How to take a good landscape photo

Powerful Landscape Photography Includes These Elements

Feb 28, 2023

Landscape photography is not for the faint of heart. Landscape photographers rise before the earliest birds begin to sing their morning songs. We skip meals ignoring hunger, fatigue, cold and heat. We hike through forests and fields, hoping that the animal tracks in the snow are not all that fresh or that the howling wolf pack is farther away than they sound or that the bear frequenting the area signs are old news and he's actually up over the other side of the mountain. We haul heavy gear and wear layers of clothing through weather elements most would remain inside for. We wade through streams and hop into rivers to achieve the perfect composition for sunset. We stay up way past reasonable hours to witness night skies and drive home in dense fog and the enveloping darkness. But we love every single moment of this passion. 

With all the efforts we put into getting to a location and all of the other unknown elements at play, like weather and light, we landscape photographers never really know what we'll come away with. However, despite the unknown, we can do a few things as we aim to capture strong images. 

1. Simplify

There's incredible beauty in simplicity. Learning what to exclude from your frame is as important as knowing what to include. More does not always equal better. Before capturing your image, look around your frame. Ask yourself if the elements present are detracting or adding to the frame. Be sure only to include essential features. A simple frame can be compelling and create a stronger image. 

ISO 100, 86mm, f4, 1/1000 sec

2. Vary perspective 

There's power in perspective. Showcasing your subject front and centre is very important in landscape photography. Think about how you can vary your perspective to strengthen a scene. Try moving your tripod lower to the foreground or higher and see how that impacts your photo. Think about your choice of focal length and how that affects the strength of your image. Consider including foreground elements to layer your vision, creating depth and potentially adding visual interest. Look for ways in which you can frame your subject through foreground trees. Move your position right or left, varying your viewpoint a touch. The possibilities here are many. Don't be afraid to consider an alternate perspective, as this will result in you creating stronger landscape images.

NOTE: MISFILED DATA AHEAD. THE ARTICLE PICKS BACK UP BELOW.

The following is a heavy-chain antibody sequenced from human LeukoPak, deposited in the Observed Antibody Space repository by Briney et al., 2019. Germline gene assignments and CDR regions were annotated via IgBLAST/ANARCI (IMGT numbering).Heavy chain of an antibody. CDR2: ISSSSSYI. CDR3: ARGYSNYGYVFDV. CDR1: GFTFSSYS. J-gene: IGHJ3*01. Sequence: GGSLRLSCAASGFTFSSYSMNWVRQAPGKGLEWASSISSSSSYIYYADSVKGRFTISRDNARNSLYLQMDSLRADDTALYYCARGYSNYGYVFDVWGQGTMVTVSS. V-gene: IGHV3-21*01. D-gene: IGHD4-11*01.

ISO 40, 14mm, f10, 1/5 sec 

3. Watch for unsightly crops and chops

Cropping is an important discussion in photography. As a mom photographer, I learned early on about preferred cropping regarding my children as the subjects in my photographs. As a landscape photographer, cropping matters too. Watch for unsightly crops like the tops of trees or reflections chopped awkwardly. Think twice about chopping shrubs in half or including only half of a mountain. Take the time to look through your scene so that you are not cropping elements awkwardly. 

ISO 64, 14mm, f10, 1/100

4. Think about the story you are trying to tell

A pretty landscape image is nice to look at, but a landscape image that tells a story is captivating. It's not easy to tell a story without words. When capturing a landscape image, consider what you are trying to say. How can you best photograph the scene to enhance the story unfolding? Perhaps you are photographing a thunderstorm rolling through a farmer's field. Compose your image in a way that showcases that storm. Maybe you want to showcase beautiful calm tranquillity. In this situation, a centre composition enhancing feelings of balance and harmony will help strengthen your story. Be purposeful in your design by considering what you will include and exclude in your frame. Think about how you can compose to enhance the story unfolding before you as you stand in awe of how beautiful nature is. Strong composition within a landscape image results in more powerful photos.  

ISO 64, 17.5mm, f11, 1/13 sec

5. Infuse your vision into an image 

There will always be a debate between landscape purists and landscape artists. It's my opinion that neither is right nor wrong. Ultimately you are the creator of your image. No two people can photograph a landscape and then identically process that image. We all infuse bits and pieces of ourselves into the art of our pictures. Don't be afraid to infuse your vision into your photographs, as this will result in you creating stronger landscape images. 

ISO 200, 170mm, f6.3, 1/100ss

There are many different ways a photographer can create stronger landscape images. These tips will help you build more powerful photos, but remember that practicing correct techniques and applying those approaches in the right order is probably the most important thing you can do to improve your landscape photography photos. 

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